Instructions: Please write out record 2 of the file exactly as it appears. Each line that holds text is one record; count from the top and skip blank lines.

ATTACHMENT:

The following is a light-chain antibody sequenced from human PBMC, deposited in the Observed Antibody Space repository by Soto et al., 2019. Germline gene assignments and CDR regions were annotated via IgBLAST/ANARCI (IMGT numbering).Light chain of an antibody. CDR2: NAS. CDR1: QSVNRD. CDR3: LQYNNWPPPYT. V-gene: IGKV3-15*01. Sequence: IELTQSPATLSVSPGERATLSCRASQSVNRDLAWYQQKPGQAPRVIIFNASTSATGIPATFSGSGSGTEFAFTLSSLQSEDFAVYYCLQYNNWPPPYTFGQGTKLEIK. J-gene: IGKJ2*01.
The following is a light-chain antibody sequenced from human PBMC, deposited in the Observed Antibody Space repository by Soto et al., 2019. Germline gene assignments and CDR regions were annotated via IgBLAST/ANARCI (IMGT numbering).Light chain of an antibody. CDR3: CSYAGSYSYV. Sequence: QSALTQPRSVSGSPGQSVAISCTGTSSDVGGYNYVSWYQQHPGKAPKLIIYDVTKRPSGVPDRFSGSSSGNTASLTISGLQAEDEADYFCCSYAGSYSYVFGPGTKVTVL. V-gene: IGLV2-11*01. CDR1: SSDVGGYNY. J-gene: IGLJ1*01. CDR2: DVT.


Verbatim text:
The following is a light-chain antibody sequenced from human PBMC, deposited in the Observed Antibody Space repository by Soto et al., 2019. Germline gene assignments and CDR regions were annotated via IgBLAST/ANARCI (IMGT numbering).Light chain of an antibody. CDR3: CSYAGSYSYV. Sequence: QSALTQPRSVSGSPGQSVAISCTGTSSDVGGYNYVSWYQQHPGKAPKLIIYDVTKRPSGVPDRFSGSSSGNTASLTISGLQAEDEADYFCCSYAGSYSYVFGPGTKVTVL. V-gene: IGLV2-11*01. CDR1: SSDVGGYNY. J-gene: IGLJ1*01. CDR2: DVT.